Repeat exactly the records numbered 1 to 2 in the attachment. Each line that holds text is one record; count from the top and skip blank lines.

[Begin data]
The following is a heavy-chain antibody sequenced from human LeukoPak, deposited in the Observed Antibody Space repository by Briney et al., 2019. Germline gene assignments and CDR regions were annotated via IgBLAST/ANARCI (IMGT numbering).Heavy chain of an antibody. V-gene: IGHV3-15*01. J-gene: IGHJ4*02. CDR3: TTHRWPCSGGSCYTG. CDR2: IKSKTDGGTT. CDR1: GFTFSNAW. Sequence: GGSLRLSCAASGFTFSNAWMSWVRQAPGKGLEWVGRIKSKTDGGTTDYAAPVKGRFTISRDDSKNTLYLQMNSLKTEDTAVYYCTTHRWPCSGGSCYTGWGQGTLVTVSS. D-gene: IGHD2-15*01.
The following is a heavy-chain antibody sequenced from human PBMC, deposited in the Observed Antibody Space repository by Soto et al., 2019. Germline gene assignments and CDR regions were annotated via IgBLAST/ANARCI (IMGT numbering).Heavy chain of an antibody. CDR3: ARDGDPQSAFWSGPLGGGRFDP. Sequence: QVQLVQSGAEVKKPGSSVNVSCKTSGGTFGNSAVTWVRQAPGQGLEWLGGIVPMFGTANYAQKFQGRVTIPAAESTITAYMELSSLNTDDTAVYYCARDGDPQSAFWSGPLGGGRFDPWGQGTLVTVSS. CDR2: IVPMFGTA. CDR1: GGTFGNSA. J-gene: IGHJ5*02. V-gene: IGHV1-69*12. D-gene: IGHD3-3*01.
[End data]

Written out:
The following is a heavy-chain antibody sequenced from human LeukoPak, deposited in the Observed Antibody Space repository by Briney et al., 2019. Germline gene assignments and CDR regions were annotated via IgBLAST/ANARCI (IMGT numbering).Heavy chain of an antibody. V-gene: IGHV3-15*01. J-gene: IGHJ4*02. CDR3: TTHRWPCSGGSCYTG. CDR2: IKSKTDGGTT. CDR1: GFTFSNAW. Sequence: GGSLRLSCAASGFTFSNAWMSWVRQAPGKGLEWVGRIKSKTDGGTTDYAAPVKGRFTISRDDSKNTLYLQMNSLKTEDTAVYYCTTHRWPCSGGSCYTGWGQGTLVTVSS. D-gene: IGHD2-15*01.
The following is a heavy-chain antibody sequenced from human PBMC, deposited in the Observed Antibody Space repository by Soto et al., 2019. Germline gene assignments and CDR regions were annotated via IgBLAST/ANARCI (IMGT numbering).Heavy chain of an antibody. CDR3: ARDGDPQSAFWSGPLGGGRFDP. Sequence: QVQLVQSGAEVKKPGSSVNVSCKTSGGTFGNSAVTWVRQAPGQGLEWLGGIVPMFGTANYAQKFQGRVTIPAAESTITAYMELSSLNTDDTAVYYCARDGDPQSAFWSGPLGGGRFDPWGQGTLVTVSS. CDR2: IVPMFGTA. CDR1: GGTFGNSA. J-gene: IGHJ5*02. V-gene: IGHV1-69*12. D-gene: IGHD3-3*01.